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Exploring interface phenomena for more durable and effective nickel-tungsten alloys


The insights into the formation of various phases, including intermetallic compounds, at the interface between nickel and tungsten by researchers from Tokyo Tech can lead to the development of advanced high-temperature Ni-W coatings. Their study sheds light on the formation of intercrystallite regions and Kirkendall voids, which can be leveraged to improve the durability and effectiveness of the alloys.

Alloying is a key process in creating new materials. By combining metals with desirable traits, scientists can produce alloys with suitable properties. For example, stainless steel, formed by combining iron with chromium, nickel, and other elements in smaller quantities, is highly resistant to corrosion. A class of alloy of particular interest for military applications is the nickel-tungsten alloys (Ni-W). These alloys possess high durability, making them useful as coatings.

As Ni and W have different properties, their joining interface forms unique layers where intermetallic compounds (IMCs) and diffusion induced recrystallization (DIR) regions are formed through processes such as diffusion and interfacial reactions. These regions exhibit significantly different mechanical, thermal, and chemical behaviors compared to the rest of the alloy. Therefore, understanding the properties of these interfaces is an important aspect of designing alloys with suitable properties.

Now, researchers led by Assistant Professor Minho Oh from Tokyo Institute of Technology and including Professor Hee-Soo Kim, currently at Chosun University, South Korea, have revealed how various phases, including IMCs, are formed within a Ni-W alloy. Their findings published in the Journal of Alloys and Compounds, can prove valuable in developing Ni-W alloys that last longer and are more effective as coatings. "Insights from studies of IMCs and intermediate layers formed by diffusion at the Ni/W interface have the potential to significantly improve the effectiveness and longevity of important materials in various fields," reiterates Oh.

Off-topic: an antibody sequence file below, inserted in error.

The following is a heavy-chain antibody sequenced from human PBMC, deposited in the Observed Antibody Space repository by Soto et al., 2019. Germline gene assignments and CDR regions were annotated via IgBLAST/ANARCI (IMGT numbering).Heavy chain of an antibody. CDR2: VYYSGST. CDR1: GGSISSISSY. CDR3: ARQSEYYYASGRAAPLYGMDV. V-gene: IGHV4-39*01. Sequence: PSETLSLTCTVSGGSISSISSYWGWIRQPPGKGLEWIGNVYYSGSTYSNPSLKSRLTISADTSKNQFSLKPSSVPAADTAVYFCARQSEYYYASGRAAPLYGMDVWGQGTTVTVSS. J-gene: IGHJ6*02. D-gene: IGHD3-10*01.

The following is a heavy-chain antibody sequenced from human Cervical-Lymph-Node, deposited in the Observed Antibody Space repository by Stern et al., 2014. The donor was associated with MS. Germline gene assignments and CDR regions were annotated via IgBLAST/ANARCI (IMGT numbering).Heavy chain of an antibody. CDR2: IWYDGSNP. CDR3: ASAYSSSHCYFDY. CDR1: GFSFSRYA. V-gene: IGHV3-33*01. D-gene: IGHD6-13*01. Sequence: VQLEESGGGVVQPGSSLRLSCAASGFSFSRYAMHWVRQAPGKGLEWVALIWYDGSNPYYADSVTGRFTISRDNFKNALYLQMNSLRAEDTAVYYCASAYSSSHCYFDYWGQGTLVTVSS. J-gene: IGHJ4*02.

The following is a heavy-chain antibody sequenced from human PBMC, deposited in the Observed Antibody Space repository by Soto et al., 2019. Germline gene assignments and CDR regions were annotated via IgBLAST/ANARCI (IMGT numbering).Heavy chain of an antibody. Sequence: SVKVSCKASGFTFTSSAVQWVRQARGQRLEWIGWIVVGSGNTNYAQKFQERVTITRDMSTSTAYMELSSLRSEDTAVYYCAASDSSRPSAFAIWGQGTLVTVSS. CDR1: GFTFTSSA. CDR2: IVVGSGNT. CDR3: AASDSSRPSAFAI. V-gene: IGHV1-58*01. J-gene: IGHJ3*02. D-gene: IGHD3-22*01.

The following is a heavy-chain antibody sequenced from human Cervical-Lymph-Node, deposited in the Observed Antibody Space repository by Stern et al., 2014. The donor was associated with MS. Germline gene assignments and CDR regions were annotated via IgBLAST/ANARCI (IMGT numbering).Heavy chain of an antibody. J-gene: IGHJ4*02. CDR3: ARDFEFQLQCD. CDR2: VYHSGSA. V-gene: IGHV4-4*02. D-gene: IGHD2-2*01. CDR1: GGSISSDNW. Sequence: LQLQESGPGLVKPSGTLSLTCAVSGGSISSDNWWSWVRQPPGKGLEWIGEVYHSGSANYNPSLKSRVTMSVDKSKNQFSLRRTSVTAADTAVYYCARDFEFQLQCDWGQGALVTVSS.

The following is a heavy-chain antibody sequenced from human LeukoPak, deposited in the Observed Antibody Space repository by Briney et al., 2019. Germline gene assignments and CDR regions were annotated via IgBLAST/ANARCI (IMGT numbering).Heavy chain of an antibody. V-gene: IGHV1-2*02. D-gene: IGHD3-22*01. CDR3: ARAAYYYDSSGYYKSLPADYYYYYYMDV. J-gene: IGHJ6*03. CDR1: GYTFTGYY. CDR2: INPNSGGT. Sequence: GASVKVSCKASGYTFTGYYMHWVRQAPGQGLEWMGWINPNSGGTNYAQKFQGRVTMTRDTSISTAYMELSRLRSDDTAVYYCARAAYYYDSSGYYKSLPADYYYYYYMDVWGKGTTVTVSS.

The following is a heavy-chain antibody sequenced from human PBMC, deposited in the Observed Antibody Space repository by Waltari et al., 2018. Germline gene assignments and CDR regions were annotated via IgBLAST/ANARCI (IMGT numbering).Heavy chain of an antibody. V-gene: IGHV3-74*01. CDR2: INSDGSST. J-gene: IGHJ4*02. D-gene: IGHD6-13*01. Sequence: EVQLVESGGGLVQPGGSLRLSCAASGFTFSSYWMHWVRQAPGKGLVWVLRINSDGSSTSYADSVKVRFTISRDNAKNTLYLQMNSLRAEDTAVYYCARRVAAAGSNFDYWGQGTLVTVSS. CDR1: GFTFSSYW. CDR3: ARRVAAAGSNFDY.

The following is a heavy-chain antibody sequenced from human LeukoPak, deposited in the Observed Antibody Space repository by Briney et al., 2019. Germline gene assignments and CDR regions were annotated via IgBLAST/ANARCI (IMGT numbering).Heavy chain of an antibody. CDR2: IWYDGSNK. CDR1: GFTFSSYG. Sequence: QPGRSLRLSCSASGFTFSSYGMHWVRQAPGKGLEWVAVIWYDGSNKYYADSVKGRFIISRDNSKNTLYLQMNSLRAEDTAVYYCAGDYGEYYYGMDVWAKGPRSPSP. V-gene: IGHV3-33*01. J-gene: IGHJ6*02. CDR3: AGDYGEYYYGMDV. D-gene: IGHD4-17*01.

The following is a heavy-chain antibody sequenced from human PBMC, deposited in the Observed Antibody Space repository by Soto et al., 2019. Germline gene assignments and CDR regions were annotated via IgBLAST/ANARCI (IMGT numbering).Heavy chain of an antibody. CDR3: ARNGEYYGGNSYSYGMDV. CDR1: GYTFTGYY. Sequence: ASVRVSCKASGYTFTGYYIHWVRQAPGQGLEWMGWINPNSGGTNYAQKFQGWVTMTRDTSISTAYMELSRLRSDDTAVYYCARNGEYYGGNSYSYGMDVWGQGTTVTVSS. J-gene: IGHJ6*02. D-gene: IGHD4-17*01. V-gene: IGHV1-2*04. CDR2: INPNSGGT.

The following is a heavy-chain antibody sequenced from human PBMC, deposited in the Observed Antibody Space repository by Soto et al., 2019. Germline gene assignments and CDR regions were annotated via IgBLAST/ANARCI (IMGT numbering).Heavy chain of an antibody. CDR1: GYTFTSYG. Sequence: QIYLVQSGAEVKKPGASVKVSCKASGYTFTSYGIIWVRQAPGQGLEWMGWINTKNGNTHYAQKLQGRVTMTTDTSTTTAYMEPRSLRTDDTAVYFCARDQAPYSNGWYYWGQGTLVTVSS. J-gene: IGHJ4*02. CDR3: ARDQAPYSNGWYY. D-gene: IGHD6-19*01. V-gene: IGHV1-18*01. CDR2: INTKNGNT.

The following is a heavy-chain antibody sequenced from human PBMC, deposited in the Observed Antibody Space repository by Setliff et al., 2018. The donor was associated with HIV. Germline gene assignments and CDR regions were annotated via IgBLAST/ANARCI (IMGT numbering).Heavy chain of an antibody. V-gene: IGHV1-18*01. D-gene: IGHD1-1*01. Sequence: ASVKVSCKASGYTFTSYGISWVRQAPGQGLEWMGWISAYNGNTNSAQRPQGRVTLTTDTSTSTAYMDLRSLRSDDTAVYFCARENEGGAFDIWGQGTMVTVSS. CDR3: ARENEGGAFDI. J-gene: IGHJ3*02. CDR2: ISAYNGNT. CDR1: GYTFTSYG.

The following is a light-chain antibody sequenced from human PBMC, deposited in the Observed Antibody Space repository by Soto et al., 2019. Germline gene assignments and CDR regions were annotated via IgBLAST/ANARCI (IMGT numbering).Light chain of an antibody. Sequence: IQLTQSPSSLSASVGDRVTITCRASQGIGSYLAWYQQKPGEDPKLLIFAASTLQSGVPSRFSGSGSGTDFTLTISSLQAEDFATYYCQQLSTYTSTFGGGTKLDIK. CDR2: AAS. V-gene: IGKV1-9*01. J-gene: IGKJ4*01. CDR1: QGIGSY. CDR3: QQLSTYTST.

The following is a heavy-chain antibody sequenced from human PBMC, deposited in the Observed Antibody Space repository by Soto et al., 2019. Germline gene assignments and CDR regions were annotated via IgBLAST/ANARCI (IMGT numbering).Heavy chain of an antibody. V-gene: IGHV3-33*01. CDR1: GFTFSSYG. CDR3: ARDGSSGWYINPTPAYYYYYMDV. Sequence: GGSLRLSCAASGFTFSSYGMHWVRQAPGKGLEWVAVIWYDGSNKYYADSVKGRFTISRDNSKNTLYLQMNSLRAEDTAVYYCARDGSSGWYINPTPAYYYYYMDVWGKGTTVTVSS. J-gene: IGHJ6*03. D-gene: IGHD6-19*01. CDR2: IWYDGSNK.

To examine the Ni/W interface, the researchers sandwiched a W sheet between two Ni plates. They then heated the sample at 1123 K for 112 hours to encourage diffusion, followed by annealing at the same temperature for 234.15 hours. Subsequently, the researchers analyzed the morphology and chemical compositions of the interface using experimental techniques. They analyzed the concentrations of Ni and W in each phase of the material's cross-section, as well as the grain sizes of the regions formed at the interface.

Additionally, the researchers developed a diffusion model that accounted for the diffusion rates of Ni and W in both the bulk metal and different interface regions to explain the formation of these interface regions. Their analysis revealed that the interdiffusion of Ni and W results in an IMC layer of Ni4W, which grows bidirectionally towards Ni and W plates. The W atoms continue to move into the Ni matrix, forming a diffusion-induced recrystallized region (DIR) between the Ni matrix and the IMC layer. Notably, both the Ni4W IMC and the DIR region exhibit a polycrystalline structure.

Understanding the Kirkendall effect in Ni(W)diffusion-induced recrystallization (DIC) region

The DIR region is not an individual phase but a solid-solution region within the Ni phase. It is characterized by the presence of elongated columnar-shaped grains that facilitate grain boundary diffusion of W atoms. In the DIR region, the imbalance in the diffusion rates of Ni and W causes irregular-shaped voids known as Kirkendall voids to form near the interface between Ni and DIR in the DIR region. Notably, the interfaces consisting of the DIR region, IMC, and voids influence the strength and thermal properties of the material.

"These findings not only advance our comprehension of the DIR region resulting from IMC formation and diffusion at the Ni/W interface but also offer crucial insights into the phenomenon of Kirkendall void generation and the mechanism of defect formation within the DIR region of the metal system," remarks Oh. "This integrated approach enhances our understanding of thermodynamics and kinetics in the Ni-W diffusion couple, advancing knowledge crucial for high-temperature materials science."

» Original publication

Source: Tokyo Institute of Technology